Congress Budget

A man dressed as the "Build Back Better Bill" wears a sash saying, "on to the Senate," Friday, Nov. 19, 2021, as members of the House including Rep. Kathy Castor, D-Fla., right, leave after voting on the bill on Capitol Hill in Washington. The expansive social and environment bill passed a sharply divided House along partisan lines, with every Democrat but one voting for it and every Republican voting against it. (AP Photo/Jacquelyn Martin)

Members of the Colorado House delegation voted along party lines Friday on President Joe Biden's Build Back Better Act, a nearly $2 trillion package Democrats are hailing as a groundbreaking social and environmental legislation and Republicans are denouncing the measure and its price tag.

The bill passed on a 220-213 vote, with only one Democrat voting against the measure and every Republican opposed.

Packaged as budget reconciliation legislation, the bill heads to the evenly divided Senate, where it's supported by both of Colorado's Democratic senators, U.S. Sens. Michael Bennet and John Hickenlooper, but which faces an uncertain fate.

“This is one of the most transformational bills the U.S. House of Representatives has ever approved,” said U.S. Rep. Diana DeGette, a Denver Democrat and the dean of the delegation, in a statement. “This is a once-in-a-generation opportunity to fundamentally transform our nation for the better. It’s an opportunity to provide real relief to millions of hardworking families. It will make health care and child care more affordable. It will make housing and higher education more accessible. And it will be the largest investment we’ve ever made to take on the climate crisis.”

Republican U.S. Rep. Doug Lamborn of Colorado Springs agreed with DeGette that the bill could "fundamentally change America" but was quick to condemn it.

“I vehemently oppose the Democrat’s big government socialism bill," said Lamborn in a statement. Listing some of the bill's elements — including billions to combat climate change, funding to increase IRS enforcement and a tax cut that will primarily benefit very wealthy residents of New York, California and other states — Lamborn added: "This year, we have seen massive spending and record deficits. With out-of-control inflation and massive debt increases, the last thing our country can afford is more spending. This partisan bill must be defeated in the Senate.”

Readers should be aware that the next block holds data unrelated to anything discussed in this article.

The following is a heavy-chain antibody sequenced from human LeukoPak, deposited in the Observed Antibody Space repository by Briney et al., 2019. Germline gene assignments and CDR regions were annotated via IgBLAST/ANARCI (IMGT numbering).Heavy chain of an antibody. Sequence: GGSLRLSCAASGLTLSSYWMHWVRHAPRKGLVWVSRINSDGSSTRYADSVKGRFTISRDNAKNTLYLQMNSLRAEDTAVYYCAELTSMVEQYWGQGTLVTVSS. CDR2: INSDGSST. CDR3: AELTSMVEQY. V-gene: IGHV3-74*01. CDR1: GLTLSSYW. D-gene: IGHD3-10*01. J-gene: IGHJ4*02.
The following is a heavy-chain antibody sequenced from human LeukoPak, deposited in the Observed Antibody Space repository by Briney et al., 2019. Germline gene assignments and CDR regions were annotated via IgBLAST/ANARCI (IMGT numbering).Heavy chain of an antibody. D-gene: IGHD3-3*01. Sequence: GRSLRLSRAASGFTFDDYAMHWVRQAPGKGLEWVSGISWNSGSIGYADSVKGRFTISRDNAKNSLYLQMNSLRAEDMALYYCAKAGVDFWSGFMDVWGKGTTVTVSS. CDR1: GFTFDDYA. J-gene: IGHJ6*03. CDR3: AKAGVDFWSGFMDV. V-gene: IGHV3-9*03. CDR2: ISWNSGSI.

U.S. Rep. Joe Neguse, the Lafayette Democrat who played a central role in brokering a deal to pass the bill, noted that it contains his proposal to establish a 21st Century Climate Conservation Corps, along with funding for wildfire protection, watershed protection and public lands maintenance.

"The Build Back Better Act will also make historic and transformational investments in our Colorado families by cutting taxes for working families and lowering costs on things like health care, childcare and eldercare," he said. "As the father of a 3-year-old, I know firsthand what the high cost of childcare means for so many families throughout our nation."

U.S. Rep. Jason Crow, a Centennial Democrat, called the bill an investment in the American people.